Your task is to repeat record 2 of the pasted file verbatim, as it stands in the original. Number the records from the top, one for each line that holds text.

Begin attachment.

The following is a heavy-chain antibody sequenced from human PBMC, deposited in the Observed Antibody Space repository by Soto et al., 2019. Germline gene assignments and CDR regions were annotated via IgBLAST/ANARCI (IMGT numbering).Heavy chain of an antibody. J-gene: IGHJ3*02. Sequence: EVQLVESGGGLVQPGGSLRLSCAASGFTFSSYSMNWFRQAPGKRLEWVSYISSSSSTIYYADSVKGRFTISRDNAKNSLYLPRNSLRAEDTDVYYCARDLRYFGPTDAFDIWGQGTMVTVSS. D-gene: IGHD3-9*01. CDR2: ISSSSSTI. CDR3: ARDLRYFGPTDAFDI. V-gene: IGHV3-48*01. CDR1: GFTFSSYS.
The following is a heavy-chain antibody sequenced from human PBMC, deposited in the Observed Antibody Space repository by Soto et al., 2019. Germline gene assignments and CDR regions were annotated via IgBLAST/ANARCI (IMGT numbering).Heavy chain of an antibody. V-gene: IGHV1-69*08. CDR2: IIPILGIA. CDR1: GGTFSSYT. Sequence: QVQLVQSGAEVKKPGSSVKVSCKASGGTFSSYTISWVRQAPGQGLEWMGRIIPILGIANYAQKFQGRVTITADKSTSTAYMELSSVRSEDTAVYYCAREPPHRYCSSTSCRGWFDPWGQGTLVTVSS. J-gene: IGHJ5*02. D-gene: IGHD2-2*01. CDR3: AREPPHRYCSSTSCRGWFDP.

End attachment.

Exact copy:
The following is a heavy-chain antibody sequenced from human PBMC, deposited in the Observed Antibody Space repository by Soto et al., 2019. Germline gene assignments and CDR regions were annotated via IgBLAST/ANARCI (IMGT numbering).Heavy chain of an antibody. V-gene: IGHV1-69*08. CDR2: IIPILGIA. CDR1: GGTFSSYT. Sequence: QVQLVQSGAEVKKPGSSVKVSCKASGGTFSSYTISWVRQAPGQGLEWMGRIIPILGIANYAQKFQGRVTITADKSTSTAYMELSSVRSEDTAVYYCAREPPHRYCSSTSCRGWFDPWGQGTLVTVSS. J-gene: IGHJ5*02. D-gene: IGHD2-2*01. CDR3: AREPPHRYCSSTSCRGWFDP.